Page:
Chuck Denney-Narrator (UT Institute of Agriculture)
A rare site in Tennessee agriculture - harvesting cotton in November.
That was the case in 2009 as heavy rains and inconsistent growing conditions turned the Ag calender for a loop. Now those same fields are covered with another kind of white. But this late winter snow will soon melt, and seed will go in the ground.
The question is - how much seed?
Richard Powell (UT Extension)
“Reports I’m hearing indicate we may see about a ten to twelve percent increase this year, and that’s going to vary depending on the year, depending on how we can get in the fields.”
2010 shapes up to be the year of cotton’s comeback, albeit a modest one.
That was a topic of discussion at UT Extension’s “Cotton Focus” meeting in Jackson. In the early 2000's, Tennessee grew more than half a million acres of cotton per year. Last year it dropped to 275-thousand. What happened?
Gene Miles (UT Extension)
“Well, I think the major thing that led to the decrease in acreage is the economic situation. Cotton pretty much is a crop that follows the economy, and of course everyone knows that our economy has been down for the last five or six years.”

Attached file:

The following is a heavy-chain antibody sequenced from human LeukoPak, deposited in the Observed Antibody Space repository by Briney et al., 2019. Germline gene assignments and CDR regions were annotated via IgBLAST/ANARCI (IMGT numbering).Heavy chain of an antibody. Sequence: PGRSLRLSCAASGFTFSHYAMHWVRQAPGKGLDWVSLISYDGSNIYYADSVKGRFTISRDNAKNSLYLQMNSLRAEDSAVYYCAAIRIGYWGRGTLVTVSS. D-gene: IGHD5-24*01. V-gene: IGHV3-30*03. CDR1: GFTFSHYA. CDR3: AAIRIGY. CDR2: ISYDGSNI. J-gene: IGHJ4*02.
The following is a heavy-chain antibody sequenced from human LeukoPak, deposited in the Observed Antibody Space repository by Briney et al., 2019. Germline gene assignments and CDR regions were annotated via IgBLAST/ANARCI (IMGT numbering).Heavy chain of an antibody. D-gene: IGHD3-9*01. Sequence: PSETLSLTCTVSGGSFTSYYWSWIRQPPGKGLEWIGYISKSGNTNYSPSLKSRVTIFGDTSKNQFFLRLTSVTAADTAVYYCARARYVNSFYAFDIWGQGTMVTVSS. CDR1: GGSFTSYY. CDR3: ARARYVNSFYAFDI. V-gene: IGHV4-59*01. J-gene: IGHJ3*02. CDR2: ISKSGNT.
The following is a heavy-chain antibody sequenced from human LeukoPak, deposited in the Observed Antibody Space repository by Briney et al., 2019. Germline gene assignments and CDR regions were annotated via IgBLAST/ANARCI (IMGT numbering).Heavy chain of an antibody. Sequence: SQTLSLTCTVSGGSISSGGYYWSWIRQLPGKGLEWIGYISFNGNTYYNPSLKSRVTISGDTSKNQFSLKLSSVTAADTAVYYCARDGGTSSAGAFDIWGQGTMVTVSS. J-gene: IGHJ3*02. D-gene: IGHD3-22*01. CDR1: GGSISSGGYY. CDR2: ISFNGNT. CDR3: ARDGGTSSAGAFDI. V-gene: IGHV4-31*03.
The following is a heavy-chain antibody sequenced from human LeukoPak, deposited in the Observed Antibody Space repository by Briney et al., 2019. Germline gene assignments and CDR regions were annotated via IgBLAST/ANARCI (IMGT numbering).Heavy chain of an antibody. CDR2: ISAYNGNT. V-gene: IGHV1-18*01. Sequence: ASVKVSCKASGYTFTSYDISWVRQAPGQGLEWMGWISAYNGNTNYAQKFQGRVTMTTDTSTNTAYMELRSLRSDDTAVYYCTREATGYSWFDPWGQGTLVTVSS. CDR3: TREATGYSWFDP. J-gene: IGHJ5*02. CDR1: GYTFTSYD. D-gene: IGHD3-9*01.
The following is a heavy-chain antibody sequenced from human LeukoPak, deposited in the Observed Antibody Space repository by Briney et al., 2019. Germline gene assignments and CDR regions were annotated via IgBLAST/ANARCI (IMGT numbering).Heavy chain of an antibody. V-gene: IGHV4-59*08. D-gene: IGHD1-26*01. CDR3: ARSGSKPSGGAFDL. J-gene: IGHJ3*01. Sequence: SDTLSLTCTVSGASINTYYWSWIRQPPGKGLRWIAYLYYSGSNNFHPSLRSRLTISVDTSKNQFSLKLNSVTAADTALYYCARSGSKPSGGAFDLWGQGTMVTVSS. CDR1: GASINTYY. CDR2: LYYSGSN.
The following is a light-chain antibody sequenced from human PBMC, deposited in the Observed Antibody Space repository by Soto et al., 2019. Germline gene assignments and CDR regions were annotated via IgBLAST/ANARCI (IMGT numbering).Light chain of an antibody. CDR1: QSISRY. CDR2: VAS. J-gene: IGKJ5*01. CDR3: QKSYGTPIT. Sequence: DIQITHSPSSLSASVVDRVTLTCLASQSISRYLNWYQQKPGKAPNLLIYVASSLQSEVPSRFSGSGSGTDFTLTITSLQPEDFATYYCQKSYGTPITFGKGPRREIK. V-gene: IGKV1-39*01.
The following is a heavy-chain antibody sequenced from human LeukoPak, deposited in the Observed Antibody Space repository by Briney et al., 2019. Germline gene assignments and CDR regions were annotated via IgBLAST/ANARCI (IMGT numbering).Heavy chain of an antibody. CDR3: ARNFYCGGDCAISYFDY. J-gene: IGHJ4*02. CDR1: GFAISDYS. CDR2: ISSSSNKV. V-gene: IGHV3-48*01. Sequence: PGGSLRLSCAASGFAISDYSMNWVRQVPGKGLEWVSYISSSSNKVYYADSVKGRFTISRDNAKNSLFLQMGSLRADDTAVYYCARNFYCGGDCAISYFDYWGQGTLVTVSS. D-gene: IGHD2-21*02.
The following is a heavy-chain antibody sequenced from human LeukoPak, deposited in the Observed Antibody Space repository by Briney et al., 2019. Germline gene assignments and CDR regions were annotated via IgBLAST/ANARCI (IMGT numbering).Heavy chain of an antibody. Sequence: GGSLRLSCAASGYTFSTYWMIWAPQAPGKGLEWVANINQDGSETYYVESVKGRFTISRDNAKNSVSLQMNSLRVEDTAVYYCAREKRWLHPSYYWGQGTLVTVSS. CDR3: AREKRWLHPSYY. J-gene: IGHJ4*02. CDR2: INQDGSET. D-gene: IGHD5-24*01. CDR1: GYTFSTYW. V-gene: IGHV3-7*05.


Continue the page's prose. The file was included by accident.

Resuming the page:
Also for Tennessee farmers, there were better commodity prices for grains.
Harris Armour (Fayette County Producer)
“When you look at the prices that the market is offering for beans and even corn, it’s hard to increase your cotton a lot.”
There’s research that shows cotton really benefits from rotating crops in a field - going to a grain for instance - and then coming back to cotton the following year. However, sometimes what farmers plan to plant in winter changes by spring.
Steve Bailey (Crockett County Producer)
“Cotton is good rotation.”
Crockett County producer Steve Bailey plans to increase his cotton by several hundred acres, but that’s still short of what he used to do.
“Used to we didn’t grow anything but cotton. We were 100% cotton. Then we started growing grains because the grain prices were better.”
UT experts believe the intended increase in cotton acres is a sign the Ag economy is improving.
Dr. Owen Gwathmey (UT Extension)
“One of the most renewable resources we have in West Tennessee cotton is the optimism of our producers - the fact that they know that every year brings a new opportunity.”
Global demand for cotton is at an all-time high. Million of bales needed for clothing. Tennessee produces just a small amount of that, but it looks like we will be growing more in the coming year.
NOTE: The USDA projects the nationwide cotton crop will increase 11% this year.